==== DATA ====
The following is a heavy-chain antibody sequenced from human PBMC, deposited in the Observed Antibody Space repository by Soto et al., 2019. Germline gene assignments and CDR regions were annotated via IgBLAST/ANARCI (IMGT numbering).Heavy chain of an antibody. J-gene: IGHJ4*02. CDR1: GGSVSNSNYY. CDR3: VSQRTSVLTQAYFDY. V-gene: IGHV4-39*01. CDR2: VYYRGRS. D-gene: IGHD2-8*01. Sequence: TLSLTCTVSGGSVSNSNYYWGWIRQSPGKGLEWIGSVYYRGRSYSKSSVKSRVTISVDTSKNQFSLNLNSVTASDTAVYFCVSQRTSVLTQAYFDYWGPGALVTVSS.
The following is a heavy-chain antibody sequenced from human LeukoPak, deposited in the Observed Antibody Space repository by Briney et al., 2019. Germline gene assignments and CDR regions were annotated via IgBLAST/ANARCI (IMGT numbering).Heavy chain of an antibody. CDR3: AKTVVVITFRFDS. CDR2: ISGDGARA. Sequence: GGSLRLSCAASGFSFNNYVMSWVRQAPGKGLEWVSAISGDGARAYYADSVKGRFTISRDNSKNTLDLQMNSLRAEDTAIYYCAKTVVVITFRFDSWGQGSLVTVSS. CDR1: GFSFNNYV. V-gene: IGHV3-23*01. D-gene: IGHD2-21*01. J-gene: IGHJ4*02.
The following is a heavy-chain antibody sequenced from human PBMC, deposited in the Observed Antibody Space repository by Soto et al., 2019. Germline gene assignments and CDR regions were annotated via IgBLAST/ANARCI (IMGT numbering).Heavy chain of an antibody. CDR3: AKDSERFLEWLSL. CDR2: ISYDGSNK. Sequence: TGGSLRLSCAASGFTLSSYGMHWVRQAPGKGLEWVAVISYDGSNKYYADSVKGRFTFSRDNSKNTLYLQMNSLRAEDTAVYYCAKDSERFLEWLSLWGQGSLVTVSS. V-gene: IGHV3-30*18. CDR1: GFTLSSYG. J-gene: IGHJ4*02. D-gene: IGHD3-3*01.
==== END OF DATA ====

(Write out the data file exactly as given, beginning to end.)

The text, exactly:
The following is a heavy-chain antibody sequenced from human PBMC, deposited in the Observed Antibody Space repository by Soto et al., 2019. Germline gene assignments and CDR regions were annotated via IgBLAST/ANARCI (IMGT numbering).Heavy chain of an antibody. J-gene: IGHJ4*02. CDR1: GGSVSNSNYY. CDR3: VSQRTSVLTQAYFDY. V-gene: IGHV4-39*01. CDR2: VYYRGRS. D-gene: IGHD2-8*01. Sequence: TLSLTCTVSGGSVSNSNYYWGWIRQSPGKGLEWIGSVYYRGRSYSKSSVKSRVTISVDTSKNQFSLNLNSVTASDTAVYFCVSQRTSVLTQAYFDYWGPGALVTVSS.
The following is a heavy-chain antibody sequenced from human LeukoPak, deposited in the Observed Antibody Space repository by Briney et al., 2019. Germline gene assignments and CDR regions were annotated via IgBLAST/ANARCI (IMGT numbering).Heavy chain of an antibody. CDR3: AKTVVVITFRFDS. CDR2: ISGDGARA. Sequence: GGSLRLSCAASGFSFNNYVMSWVRQAPGKGLEWVSAISGDGARAYYADSVKGRFTISRDNSKNTLDLQMNSLRAEDTAIYYCAKTVVVITFRFDSWGQGSLVTVSS. CDR1: GFSFNNYV. V-gene: IGHV3-23*01. D-gene: IGHD2-21*01. J-gene: IGHJ4*02.
The following is a heavy-chain antibody sequenced from human PBMC, deposited in the Observed Antibody Space repository by Soto et al., 2019. Germline gene assignments and CDR regions were annotated via IgBLAST/ANARCI (IMGT numbering).Heavy chain of an antibody. CDR3: AKDSERFLEWLSL. CDR2: ISYDGSNK. Sequence: TGGSLRLSCAASGFTLSSYGMHWVRQAPGKGLEWVAVISYDGSNKYYADSVKGRFTFSRDNSKNTLYLQMNSLRAEDTAVYYCAKDSERFLEWLSLWGQGSLVTVSS. V-gene: IGHV3-30*18. CDR1: GFTLSSYG. J-gene: IGHJ4*02. D-gene: IGHD3-3*01.